Microwaves are not only emitted by cell phones, but also by cell towers. They make our wireless internet possible. We are all paying.

  5. I am autistic. I am PROUD of my autistic identity. I don’t understand neurotypicals and they don’t understand me. That gives them reason to want to change me? They label me as “moderately” autistic. My life experiences are profound, and that’s BECAUSE of the autism. People are SORRY that I “have” autism. This infuriates me. As well as the “have” part. I do NOT “have” autism, I AM AUTISTIC!

    I fear I will lose my temper if confronted by this mentality in others, this fear of autism, or autism viewed as a disease as opposed to a difference, a variation, a neurology all its own. And this “fear of autism” can be traced back to a broader “fear of Otherness.” It’s caveman logic, essentially. Previously in time, in caveman time, there were various groups of humans. The superior group of humans at that time committed acts of genocide against the other groups of humans, and “fear of Otherness” perpetuated itself within the genetic structure of these humans. This, of course, was maintained well into modern times, with its racism, its sexism, its neuroelitism. Thus “autism” is a thing to be CURED, not understood, which is preposterous, and is tantamount to genocide.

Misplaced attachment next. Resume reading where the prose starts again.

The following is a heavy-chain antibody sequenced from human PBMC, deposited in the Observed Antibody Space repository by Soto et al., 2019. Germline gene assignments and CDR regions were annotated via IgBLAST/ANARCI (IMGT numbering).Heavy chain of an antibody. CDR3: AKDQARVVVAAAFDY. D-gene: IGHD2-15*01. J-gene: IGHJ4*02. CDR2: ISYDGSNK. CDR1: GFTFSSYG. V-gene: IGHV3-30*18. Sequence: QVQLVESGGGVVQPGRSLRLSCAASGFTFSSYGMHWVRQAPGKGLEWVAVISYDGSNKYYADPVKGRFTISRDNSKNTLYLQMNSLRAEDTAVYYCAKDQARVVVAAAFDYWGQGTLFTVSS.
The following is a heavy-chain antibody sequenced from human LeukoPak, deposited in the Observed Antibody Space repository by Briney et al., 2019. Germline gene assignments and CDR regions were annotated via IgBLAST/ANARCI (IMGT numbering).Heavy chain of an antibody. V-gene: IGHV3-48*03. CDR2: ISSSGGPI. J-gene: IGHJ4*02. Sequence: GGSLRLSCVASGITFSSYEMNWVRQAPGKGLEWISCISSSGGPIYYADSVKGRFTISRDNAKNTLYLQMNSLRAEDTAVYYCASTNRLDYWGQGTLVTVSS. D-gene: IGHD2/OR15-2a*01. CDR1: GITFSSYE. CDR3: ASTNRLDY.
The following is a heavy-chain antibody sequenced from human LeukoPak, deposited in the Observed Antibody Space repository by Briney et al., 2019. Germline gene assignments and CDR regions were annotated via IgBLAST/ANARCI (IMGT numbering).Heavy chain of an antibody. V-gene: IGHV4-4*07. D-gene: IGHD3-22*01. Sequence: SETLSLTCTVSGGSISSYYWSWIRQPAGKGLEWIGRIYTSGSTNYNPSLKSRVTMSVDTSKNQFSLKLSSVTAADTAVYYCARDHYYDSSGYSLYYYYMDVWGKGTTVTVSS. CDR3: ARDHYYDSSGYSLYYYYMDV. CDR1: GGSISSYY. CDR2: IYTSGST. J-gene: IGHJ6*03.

I am autistic, and I object to the demonization of autism and the autistic community. YOUR SON IS FINE! Your son would be much happier if you didn’t try to change him to fit your own expectations. Teach him to be a proud autistic, and LET HIM BE AUTISTIC. Autism is good. It is beautiful. And autistics have better things to do than be social. They have autistic things to do, which is how they are wired. They are not in constant distress, either, Don’t change him. He belongs to a group of his own. Don’t think that you’re doing him a favor if you try to change him. You’re just setting him up for depressive issues in adolescence.